Section 3.3: What would happen if galaxies collide?

Some of the most stunning astronomical images we have aren’t of individual spiral or elliptical galaxies, but two galaxies colliding together or interacting. Some examples are shown below of interacting galaxies.

 Interacting galaxies NGC 4676  NGC 52 The Antennae galaxies

Examples of colliding (interacting) galaxies. From left to right: The Mice (NGC 4676); NGC 52; the Antennae galaxies (NGC 4038-4039).  (credit: NASA, H. Ford (JHU), G. Illingworth (UCSC/LO), M.Clampin (STScI), G. Hartig (STScI), the ACS Science Team, and ESA; NASA, ESA, the Hubble Heritage (STScI/AURA)-ESA/Hubble Collaboration, and B. Whitmore (STScI); NASAESA, and the Hubble Heritage Team (STScI/AURA)-ESA/Hubble Collaboration)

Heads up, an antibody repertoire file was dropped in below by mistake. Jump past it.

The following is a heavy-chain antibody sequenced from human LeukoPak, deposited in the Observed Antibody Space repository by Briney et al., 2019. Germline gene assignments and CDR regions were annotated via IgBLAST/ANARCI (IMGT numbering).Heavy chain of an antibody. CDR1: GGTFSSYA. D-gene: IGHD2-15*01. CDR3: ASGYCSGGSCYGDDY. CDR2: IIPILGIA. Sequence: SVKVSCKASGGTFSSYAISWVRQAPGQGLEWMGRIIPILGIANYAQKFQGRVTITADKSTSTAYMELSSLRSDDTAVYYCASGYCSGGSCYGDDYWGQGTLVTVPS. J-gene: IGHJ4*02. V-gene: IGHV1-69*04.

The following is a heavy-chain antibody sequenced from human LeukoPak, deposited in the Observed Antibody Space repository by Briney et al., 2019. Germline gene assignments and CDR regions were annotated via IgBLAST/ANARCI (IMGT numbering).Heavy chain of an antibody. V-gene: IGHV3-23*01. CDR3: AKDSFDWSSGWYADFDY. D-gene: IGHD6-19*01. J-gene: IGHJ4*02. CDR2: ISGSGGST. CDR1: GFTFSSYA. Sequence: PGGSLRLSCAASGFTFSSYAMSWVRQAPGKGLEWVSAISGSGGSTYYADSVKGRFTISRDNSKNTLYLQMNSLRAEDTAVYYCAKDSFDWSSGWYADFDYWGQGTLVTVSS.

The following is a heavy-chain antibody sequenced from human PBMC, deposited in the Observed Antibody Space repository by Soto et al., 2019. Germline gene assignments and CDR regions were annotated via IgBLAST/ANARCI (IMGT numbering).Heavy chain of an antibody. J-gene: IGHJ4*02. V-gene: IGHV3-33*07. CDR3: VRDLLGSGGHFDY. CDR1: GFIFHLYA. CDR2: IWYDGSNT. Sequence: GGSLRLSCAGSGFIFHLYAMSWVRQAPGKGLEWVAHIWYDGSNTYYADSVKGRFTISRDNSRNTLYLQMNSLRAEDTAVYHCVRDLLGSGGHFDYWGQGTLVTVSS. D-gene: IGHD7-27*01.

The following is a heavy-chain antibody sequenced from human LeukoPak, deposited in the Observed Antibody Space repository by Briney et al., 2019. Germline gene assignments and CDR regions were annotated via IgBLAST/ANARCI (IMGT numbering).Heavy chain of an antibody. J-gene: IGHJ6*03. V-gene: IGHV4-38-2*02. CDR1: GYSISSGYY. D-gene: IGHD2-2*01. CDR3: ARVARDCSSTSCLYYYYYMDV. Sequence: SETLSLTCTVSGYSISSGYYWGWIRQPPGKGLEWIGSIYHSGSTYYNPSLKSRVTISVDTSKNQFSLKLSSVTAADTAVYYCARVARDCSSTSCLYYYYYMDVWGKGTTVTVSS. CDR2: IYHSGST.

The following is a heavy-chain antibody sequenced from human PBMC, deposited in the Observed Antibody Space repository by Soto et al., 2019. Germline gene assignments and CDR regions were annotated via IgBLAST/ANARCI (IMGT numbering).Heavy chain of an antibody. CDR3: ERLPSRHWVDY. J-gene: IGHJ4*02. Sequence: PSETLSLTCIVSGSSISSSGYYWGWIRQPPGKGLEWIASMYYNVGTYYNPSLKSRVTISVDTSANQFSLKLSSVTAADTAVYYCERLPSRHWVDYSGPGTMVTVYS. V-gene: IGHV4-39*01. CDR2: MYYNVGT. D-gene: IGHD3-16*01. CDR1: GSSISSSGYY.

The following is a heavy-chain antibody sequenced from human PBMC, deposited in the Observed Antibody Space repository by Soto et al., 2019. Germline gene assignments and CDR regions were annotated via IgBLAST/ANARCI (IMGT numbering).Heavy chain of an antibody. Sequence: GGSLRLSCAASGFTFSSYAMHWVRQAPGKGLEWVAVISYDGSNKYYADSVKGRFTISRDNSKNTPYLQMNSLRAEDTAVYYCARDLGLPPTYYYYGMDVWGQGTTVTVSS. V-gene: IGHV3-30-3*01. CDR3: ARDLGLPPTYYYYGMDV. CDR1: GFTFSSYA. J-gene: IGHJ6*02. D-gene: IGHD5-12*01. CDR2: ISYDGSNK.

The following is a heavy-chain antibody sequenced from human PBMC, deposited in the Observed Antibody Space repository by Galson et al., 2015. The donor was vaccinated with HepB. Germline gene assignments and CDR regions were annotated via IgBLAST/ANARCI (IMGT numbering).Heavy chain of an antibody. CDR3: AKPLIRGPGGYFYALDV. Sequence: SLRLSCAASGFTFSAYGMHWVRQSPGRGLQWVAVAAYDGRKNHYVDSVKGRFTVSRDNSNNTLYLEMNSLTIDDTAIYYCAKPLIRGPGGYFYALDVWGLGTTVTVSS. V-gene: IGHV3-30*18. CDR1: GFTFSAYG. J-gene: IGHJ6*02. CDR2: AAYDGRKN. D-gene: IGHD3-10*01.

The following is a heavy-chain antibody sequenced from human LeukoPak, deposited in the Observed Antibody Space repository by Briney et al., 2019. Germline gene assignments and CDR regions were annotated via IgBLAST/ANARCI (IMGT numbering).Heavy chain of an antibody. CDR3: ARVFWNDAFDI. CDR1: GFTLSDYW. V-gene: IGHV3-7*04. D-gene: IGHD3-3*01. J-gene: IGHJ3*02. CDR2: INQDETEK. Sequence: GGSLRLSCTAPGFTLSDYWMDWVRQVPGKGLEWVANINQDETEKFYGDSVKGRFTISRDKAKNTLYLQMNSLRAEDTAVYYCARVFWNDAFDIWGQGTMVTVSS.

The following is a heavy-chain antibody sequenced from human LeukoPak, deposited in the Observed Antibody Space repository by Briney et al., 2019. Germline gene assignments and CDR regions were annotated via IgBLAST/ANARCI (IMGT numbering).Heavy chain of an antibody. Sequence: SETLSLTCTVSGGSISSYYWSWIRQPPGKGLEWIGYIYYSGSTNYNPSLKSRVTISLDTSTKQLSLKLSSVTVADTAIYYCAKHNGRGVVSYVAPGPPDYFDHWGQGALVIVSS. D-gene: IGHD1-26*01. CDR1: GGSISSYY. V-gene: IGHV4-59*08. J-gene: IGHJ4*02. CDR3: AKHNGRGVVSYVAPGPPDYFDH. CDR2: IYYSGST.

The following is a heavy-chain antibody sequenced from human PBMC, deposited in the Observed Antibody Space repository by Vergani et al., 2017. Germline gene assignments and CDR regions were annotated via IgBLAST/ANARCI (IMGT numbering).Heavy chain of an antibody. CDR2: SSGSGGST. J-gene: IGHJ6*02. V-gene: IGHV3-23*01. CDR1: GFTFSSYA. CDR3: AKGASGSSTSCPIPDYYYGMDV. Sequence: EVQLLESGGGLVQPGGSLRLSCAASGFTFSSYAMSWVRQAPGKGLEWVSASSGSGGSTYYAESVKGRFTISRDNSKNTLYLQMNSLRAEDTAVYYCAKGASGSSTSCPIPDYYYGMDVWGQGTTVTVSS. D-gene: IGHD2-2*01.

Not only do these cosmic collision provide us with spectacular pictures, they also give us key insights into how galaxies change over time. In this section we will look at interacting galaxies in more detail, including the eventual fate of our own Milky Way.


Last modified: Friday, 19 Dec 2014, 11:19